आज फेसबुक पर किशोर दा के संगीत सफर पर एक शानदार लेख मिला। यह अंग्रेजी में है, लेकिन जिस शानदार तरीके से लिखा गया है उसे पढ़कर बहुत अच्छा लगा। मूल रूप से यह किसका है यह तो पता नहीं लेकिन जिसका भी है उससे साभार…
(4 August 1929 – 13 October 1987)
Kishore Kumar was born into a Bengali family at Khandwa in Madhya Pradesh, on 4 August 1929. He married four times. His first wife was Ruma Guha Thakurta aka Ruma Ghosh. Their marriage lasted from 1950 to 1958. Kishore Kumar’s second wife was the actress Madhubala, who had worked with him on many films including his home production Chalti Ka Naam Gaadi (1958). When Kishore Kumar proposed to her, Madhubala was sick and was planning to go to London for treatment. At this time, she didn’t know that she had a ventricular septal defect, and her father wanted her to wait and consult the London doctors first. Nevertheless, Madhubala married Kishore Kumar in 1960. Madhubala was a Muslim, and the two had a civil marriage.
His family was against the marriage, and the couple also had a Hindu marriage to please them, but Madhubala was not accepted by them. The doctors in London told Madhubala that she would not live for long. The marriage lasted for 9 years, and ended with Madhubala’s death on 23 February 1969. Kishore Kumar’s third marriage was to Yogeeta Bali, and lasted from 1976 to 4 August 1978. Kishore Kumar was married to Leena Chandavarkar from 1980 until his death. Kishore Kumar had two sons, Amit Kumar (playback singer) with Ruma, and Sumit Kumar with Leena Chandavarkar. Kishore Kumar is said to have been paranoid about not being paid. During recordings, he would begin singing only after his secretary confirmed that the producer had made the payment. When the director questioned him, he replied “Aadha paisa to aadha make-up.” (Half make-up for half payment). On the sets of Bhai Bhai, Kishore Kumar refused to act because the director M V Raman owed him five thousand rupees. His brother Ashok Kumar persuaded him to do the scene. But, when the shooting started, he walked across the floor and, each time he walked a few places, he said, “Paanch Hazzar Rupaiya,” (five thousand rupees) and did a somersault. After he reached the end of the floor, he went out of the studio, jumped into his car, and ordered his driver Abdul to drive away. On another occasion, when the producer R. C. Talwar did not pay his dues in spite of repeated reminders, Kishore Kumar turned up at Talwar’s residence one morning and started shouting “Hey Talwar, de de mere aath hazaar” (“Hey Talwar, give me my eight thousand”). He did this every morning for a few days, until Talwar paid him.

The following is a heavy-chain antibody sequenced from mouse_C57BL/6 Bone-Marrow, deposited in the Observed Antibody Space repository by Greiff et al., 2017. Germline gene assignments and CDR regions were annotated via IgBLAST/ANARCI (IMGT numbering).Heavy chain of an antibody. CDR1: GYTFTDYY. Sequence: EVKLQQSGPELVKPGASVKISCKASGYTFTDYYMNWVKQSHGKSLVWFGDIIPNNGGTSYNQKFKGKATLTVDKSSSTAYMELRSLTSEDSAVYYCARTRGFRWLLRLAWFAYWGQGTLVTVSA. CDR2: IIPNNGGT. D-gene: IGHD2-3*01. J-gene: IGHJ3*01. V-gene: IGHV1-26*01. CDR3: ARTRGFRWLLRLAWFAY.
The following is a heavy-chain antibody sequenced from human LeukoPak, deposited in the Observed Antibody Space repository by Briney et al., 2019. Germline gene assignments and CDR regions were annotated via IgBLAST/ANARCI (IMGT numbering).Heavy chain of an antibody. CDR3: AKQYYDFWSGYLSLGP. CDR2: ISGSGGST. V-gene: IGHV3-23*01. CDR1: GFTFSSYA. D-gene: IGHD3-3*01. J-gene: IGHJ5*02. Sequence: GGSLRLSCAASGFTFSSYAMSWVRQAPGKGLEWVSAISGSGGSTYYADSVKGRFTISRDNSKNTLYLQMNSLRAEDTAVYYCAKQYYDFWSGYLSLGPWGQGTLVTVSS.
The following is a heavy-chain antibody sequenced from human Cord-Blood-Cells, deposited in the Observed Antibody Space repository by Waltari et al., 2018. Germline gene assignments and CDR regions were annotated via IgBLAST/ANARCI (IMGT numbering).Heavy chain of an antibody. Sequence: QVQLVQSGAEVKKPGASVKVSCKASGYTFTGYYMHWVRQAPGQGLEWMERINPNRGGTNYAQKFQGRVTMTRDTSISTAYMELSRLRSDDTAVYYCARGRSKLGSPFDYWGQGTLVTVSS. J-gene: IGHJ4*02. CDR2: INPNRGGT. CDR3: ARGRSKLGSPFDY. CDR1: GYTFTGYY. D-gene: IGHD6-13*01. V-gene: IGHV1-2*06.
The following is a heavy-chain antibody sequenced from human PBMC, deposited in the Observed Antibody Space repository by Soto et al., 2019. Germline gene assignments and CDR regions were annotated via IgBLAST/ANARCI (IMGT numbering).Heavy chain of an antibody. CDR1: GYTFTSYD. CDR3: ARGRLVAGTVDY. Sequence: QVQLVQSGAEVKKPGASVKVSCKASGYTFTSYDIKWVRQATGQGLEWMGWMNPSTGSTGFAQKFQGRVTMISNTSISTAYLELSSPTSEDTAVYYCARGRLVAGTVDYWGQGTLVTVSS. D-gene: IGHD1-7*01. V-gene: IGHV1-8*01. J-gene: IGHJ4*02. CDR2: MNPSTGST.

The film Anand (1971) was originally supposed to star Kishore Kumar and Mehmood in the lead roles. Hrishikesh Mukherjee, the director of the film, was asked to meet Kishore Kumar to discuss the project. However, when he went to Kishore Kumar’s house, he was driven away by the gatekeeper due to a misunderstanding. Kishore Kumar (himself a Bengali) hadn’t been paid for a stage show organized by another Bengali man, and had instructed his gatekeeper to drive away this “Bengali”, if he ever visited the house. When Hrishikesh Mukherjee (also a Bengali) went to Kishore Kumar’s house, the gatekeeper drove him away, mistaking him for the “Bengali” that Kishore Kumar had asked him to drive away. Consequently, Mehmood had to leave the film as well, and new actors (Rajesh Khanna and Amitabh Bachchan) were signed up for the film.
In spite of his “no money, no work” principle, sometimes Kishore Kumar recorded for free even when the producers were willing to pay. He recorded for free, for some films produced by Rajesh Khanna and Danny Denzongpa On one occasion, Kishore Kumar helped actor-turned-producer Bipin Gupta, by giving him Rs. 20,000 for the film Dal Mein Kala (1964). When the little-known actor Arun Kumar Mukherjee died, Kishore Kumar regularly sent money to his family in Bhagalpur. Mukherjee was one of the first persons to appreciate Kishore’s singing talent.